- As a final comment on this fellow's claims: it is alleged that Joan never invoked the saints and therefore was supposedly "Protestant" on that account.mn3 Joan's surviving letters contradict this, as she makes frequent mention of "Saint Mary"; even the Condemnation transcript and other Anglo-Burgundian sources11 mention her veneration of the saints and the Virgin Mary (e.g., "I refer myself to God... to the Blessed Mary, and to all the blessed saints of Paradise");12 and likewise for many similar statements throughout the transcript (mostly mentioning Saints Catherine, Margaret, and Michael, but also the Virgin Mary and saints in general). In a crowning irony, her accusers took her to task for venerating the saints and tried to claim that she was guilty of "idolatry" for doing so.13 It is this argument which smacks of Protestantism, and it was made by Cauchon, not Joan.
The only "evidence" our revisionist offers to the contrary are the claims made in a dubious and profoundly dishonest book by Karen Sullivan; click here to read a refutation of this book's arguments and its methods.
The chief fallacy of such revisionist theories generally boils down to one essential problem: people who haven't bothered to research medieval theology, or to look at what the clergy as a whole said about Joan, simply assume that Cauchon's arguments at the trial were consistent with medieval theology and his views consistent with those of the clergy in general, therefore (so it is assumed) his views on all these subjects can be used as a guide to what the Church as a whole believed on such matters, therefore this proves that his arguments were valid -- a hopelessly circular line of reasoning. Once one looks at sources besides those written by Cauchon and his cronies, it quickly becomes clear that his arguments were most definitely not consistent with standard medieval theological works, nor were his procedures consistent with standard Inquisitorial rules, nor were his views on Joan consistent with the view taken by most of his fellow clergy outside of the Anglo-Burgundian circle. Those who choose to take his side and repeat his claims despite the above facts are not only falsifying history, but are abetting the campaign that he waged to tarnish the reputation of his victim.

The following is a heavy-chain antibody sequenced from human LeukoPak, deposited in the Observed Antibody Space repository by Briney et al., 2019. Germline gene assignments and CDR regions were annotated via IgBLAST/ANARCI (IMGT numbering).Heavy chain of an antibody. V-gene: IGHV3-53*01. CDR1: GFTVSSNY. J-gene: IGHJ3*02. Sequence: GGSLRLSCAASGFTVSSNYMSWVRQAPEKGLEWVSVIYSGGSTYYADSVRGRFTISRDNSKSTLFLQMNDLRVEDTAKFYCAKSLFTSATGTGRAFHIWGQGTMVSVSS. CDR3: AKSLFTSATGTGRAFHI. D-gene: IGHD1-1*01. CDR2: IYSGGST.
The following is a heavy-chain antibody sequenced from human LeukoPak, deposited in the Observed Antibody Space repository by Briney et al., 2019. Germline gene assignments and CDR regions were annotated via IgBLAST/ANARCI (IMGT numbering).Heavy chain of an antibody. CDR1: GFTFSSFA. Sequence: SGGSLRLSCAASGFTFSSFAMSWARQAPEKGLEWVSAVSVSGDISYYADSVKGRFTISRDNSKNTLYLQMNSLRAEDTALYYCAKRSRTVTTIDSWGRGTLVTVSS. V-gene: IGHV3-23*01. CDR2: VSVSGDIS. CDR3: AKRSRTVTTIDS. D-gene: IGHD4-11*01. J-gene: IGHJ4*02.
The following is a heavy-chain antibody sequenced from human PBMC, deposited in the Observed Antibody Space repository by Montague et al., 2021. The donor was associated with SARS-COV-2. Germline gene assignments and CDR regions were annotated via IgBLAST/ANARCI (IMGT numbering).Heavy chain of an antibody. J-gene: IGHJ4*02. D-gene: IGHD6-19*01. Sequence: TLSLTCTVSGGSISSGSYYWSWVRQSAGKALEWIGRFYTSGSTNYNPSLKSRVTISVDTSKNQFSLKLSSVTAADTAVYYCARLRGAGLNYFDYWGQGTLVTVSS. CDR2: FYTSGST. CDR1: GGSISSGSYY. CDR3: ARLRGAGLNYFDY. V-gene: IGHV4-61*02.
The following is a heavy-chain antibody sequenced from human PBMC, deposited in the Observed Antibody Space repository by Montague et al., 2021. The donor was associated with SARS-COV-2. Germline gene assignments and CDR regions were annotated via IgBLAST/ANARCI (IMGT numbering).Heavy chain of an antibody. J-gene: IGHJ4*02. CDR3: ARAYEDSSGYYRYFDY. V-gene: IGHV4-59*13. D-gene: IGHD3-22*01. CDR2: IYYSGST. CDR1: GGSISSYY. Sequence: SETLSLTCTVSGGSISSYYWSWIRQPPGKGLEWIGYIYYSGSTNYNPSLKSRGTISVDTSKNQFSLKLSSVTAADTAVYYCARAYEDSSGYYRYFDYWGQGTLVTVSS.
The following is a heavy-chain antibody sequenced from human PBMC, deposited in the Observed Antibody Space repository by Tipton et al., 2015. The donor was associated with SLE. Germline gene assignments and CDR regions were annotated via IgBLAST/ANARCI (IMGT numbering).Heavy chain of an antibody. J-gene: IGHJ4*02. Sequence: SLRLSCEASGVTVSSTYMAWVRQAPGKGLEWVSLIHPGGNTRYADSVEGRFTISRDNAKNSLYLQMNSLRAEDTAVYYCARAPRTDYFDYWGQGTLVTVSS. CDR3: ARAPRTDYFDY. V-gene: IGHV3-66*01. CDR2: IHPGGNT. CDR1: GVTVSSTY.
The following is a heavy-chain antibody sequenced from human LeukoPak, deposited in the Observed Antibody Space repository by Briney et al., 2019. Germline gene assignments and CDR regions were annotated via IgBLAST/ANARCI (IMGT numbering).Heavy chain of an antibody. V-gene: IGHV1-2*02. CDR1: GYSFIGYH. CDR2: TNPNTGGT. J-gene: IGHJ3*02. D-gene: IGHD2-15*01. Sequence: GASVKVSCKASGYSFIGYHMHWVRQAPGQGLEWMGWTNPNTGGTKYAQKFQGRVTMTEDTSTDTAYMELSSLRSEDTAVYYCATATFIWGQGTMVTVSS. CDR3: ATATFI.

I will conclude with two quotes that are central to the theological points concerning this issue. Just as Aquinas, considered the greatest of all Catholic theologians, could state "quia potius debet excommunicatus mori..." ("for it is better to die excommunicated..."),14 so Joan, considered by some to be the greatest of all Catholic saints, could state: "Nostre Sire premier servi" ("[So long as] Our Lord is served first").15 If the latter [Joan] is "Protestant", then so is the former [Aquinas] and all of the Popes who have supported his teachings - a position that no reasonable person could take.
Copyright © 2002, Allen Williamson. All rights reserved.